(n)     (min)                              duration
                                                         (min)

Vehicle       12      14 [+ or -] 2     5.1 [+ or -]     275 [+ or
                                        0.3              -] 41

Extract (30   4       14 [+ or -] 2     4.8 [+ or -]     303 [+ or
mg/kg)                                  0.8              -] 32

Extract (60   4       18 [+ or -] 4     4.8 [+ or -]     252 [+ or
mg/kg)                                  1.6              -] 70

Extract (90   8       20 [+ or -] 3     4.0 [+ or -]     144 [+ or
mg/kg)                                  0.7              -] 55 (a)

Extract (150  7       18 [+ or -] 2     5.9 [+ or -]     318 [+ or
mg/kg)                                  0.5              -] 46

Fraction A    8       26 [+ or -] 2     2.9 + 0.7 (a)    123 [+ or
(67.5 mg/kg)          (a)                                -] 50 (a)

Means [+ or -] SEM are presented.
(a) p<0.05 compared to vehicle control group.


The anticonvulsant activity of the extract was further determined after administration of pentylenetetrazol (PTZ). In this model, injection of 50 mg/kg (ip) PTZ results in a generalized tonic, followed by clonic, seizure in all animals (n = 9). The latency to the first tonic extension is quite reproducible with a mean of 76[+ or -]6s. Two of the nine animals died within 20 min. When pretreated with the whole extract of American skullcap (90 mg/kg) l h before the PTZ, five of seven tested animals had a generalized seizure. Two animals had no seizures and no animals died. The latency to seizure onset was significantly increased (127 [+ or -] 6s, p <0.05 compared to vehicle control group).

The data from this study showed that the whole extract of American skullcap product has modest anticonvulsant activity in two rodent models of acute seizures, substantiating the claims for the use of American skullcap as an anticonvulsant. The flavonoids isolated from Baikal skullcap have been previously shown to have high affinity for the benzodiazepine binding site of [GABA.sub.A] receptor (Wang et al., 2002) and neuroprotective effects by anti-oxidation (Cho and Lee, 2004; Liu et ah, 2005), anti-inflammation (Lee et al., 2003), and anti-excitotoxicity (Cho and Lee, 2004; Liu et al., 2005). Interestingly, these active flavonoids in Baikal skullcap were also found in American skullcap. Since excessive stimulation of NMDA receptors (Lipton and Rosenberg, 1994), a deficiency of [GABA.sub.A] neurons (Wu et al., 2006), inflammation (Vezzani and Granata, 2005), and oxidative stress (Patel, 2004) have been proposed to underlie seizures, and agonists at the [GABA.sub.A] receptor are widely prescribed as antiepileptic drugs (Schwartz et al., 1995), these flavonoids may be the active ingredients responsible for the anticonvulsant activity of American skullcap. Indeed, wogonin has recently been shown to have anticonvulsant effects on chemically induced seizures and electroshock seizures in animals (Park et al., 2007). Whether American skullcap has anticonvulsant activity in other animal models and which ingredients are responsible for the anticonvulsant activity of American skullcap will need to be further investigated.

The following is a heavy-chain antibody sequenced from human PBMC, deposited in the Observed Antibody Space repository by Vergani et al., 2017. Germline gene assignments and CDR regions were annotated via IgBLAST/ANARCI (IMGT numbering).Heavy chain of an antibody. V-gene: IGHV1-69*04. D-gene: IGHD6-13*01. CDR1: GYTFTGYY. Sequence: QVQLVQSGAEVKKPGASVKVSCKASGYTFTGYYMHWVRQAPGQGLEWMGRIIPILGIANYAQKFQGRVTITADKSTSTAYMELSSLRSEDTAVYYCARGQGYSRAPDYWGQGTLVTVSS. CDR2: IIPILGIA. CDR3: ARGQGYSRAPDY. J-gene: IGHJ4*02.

Interestingly, this study also suggested that, at an equivalent dose, fraction A is more effective as an anticonvulsant agent than the whole extract. Further fractionation and isolation using activity-guided procedure may lead to the design of a product from American skullcap with the active constituents but less, or none, of the unnecessary ingredients, resulting in a safer and more effective anticonvulsant agent for patients with epilepsy.

Acknowledgments

The authors would like to thank the Keck/IMD NMR Center, which is funded by the W. M. Keck Foundation and the University of Houston, and Dr. Youlin Xia for NMR analysis assistance.

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Zhizhen Zhang (a), *, Xiao-yuan Lian (b), (c), Shiyou Li (a), Janet L. Stringer (b)

(a) National Center for Pharmaceutical Crops. College of Forestry and Agriculture, Stephen F. Austin State University, Nacogdoches, TX 75961, USA

(b) Department of Pharmacology, Baylor College of Medicine, Houston, IX 77030, USA

(c) Institute of Biomedical Sciences, School of Life Sciences, East China Normal University Shanghai 200241, China

* Corresponding author. Tel.: + 19364681738; fax: + 19364687058.

E-mail address: zzhang@sfasu.edu (Z. Zhang).

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doi:10.1016/j.phymed.2008.07.011
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Author:Zhang, Zhizhen; Lian, Xiao-yuan; Li, Shiyou; Stringer, Janet L.
Publication:Phytomedicine: International Journal of Phytotherapy & Phytopharmacology
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Date:May 1, 2009